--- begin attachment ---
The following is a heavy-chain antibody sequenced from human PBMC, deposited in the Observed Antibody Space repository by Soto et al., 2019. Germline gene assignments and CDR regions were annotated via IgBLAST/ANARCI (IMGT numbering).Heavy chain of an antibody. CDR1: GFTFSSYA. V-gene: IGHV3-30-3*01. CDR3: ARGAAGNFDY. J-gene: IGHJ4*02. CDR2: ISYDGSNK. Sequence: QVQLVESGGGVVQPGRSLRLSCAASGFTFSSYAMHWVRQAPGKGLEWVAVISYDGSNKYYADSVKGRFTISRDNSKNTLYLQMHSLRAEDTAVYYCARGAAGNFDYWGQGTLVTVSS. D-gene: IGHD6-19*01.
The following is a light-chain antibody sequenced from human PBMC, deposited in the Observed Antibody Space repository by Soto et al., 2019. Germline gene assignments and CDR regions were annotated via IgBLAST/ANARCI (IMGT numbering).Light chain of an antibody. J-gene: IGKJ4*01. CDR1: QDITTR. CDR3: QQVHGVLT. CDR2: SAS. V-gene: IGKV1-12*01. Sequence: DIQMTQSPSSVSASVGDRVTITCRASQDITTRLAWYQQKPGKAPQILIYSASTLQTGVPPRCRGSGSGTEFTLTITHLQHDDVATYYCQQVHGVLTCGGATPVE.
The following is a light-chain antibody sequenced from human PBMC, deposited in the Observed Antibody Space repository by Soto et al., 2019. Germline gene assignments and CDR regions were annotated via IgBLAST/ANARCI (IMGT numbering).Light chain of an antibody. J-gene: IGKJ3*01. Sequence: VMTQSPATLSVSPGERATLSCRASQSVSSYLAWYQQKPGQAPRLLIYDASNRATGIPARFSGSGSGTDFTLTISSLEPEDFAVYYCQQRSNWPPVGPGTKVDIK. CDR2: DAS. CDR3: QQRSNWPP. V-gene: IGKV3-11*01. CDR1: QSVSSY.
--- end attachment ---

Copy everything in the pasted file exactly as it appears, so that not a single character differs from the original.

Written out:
The following is a heavy-chain antibody sequenced from human PBMC, deposited in the Observed Antibody Space repository by Soto et al., 2019. Germline gene assignments and CDR regions were annotated via IgBLAST/ANARCI (IMGT numbering).Heavy chain of an antibody. CDR1: GFTFSSYA. V-gene: IGHV3-30-3*01. CDR3: ARGAAGNFDY. J-gene: IGHJ4*02. CDR2: ISYDGSNK. Sequence: QVQLVESGGGVVQPGRSLRLSCAASGFTFSSYAMHWVRQAPGKGLEWVAVISYDGSNKYYADSVKGRFTISRDNSKNTLYLQMHSLRAEDTAVYYCARGAAGNFDYWGQGTLVTVSS. D-gene: IGHD6-19*01.
The following is a light-chain antibody sequenced from human PBMC, deposited in the Observed Antibody Space repository by Soto et al., 2019. Germline gene assignments and CDR regions were annotated via IgBLAST/ANARCI (IMGT numbering).Light chain of an antibody. J-gene: IGKJ4*01. CDR1: QDITTR. CDR3: QQVHGVLT. CDR2: SAS. V-gene: IGKV1-12*01. Sequence: DIQMTQSPSSVSASVGDRVTITCRASQDITTRLAWYQQKPGKAPQILIYSASTLQTGVPPRCRGSGSGTEFTLTITHLQHDDVATYYCQQVHGVLTCGGATPVE.
The following is a light-chain antibody sequenced from human PBMC, deposited in the Observed Antibody Space repository by Soto et al., 2019. Germline gene assignments and CDR regions were annotated via IgBLAST/ANARCI (IMGT numbering).Light chain of an antibody. J-gene: IGKJ3*01. Sequence: VMTQSPATLSVSPGERATLSCRASQSVSSYLAWYQQKPGQAPRLLIYDASNRATGIPARFSGSGSGTDFTLTISSLEPEDFAVYYCQQRSNWPPVGPGTKVDIK. CDR2: DAS. CDR3: QQRSNWPP. V-gene: IGKV3-11*01. CDR1: QSVSSY.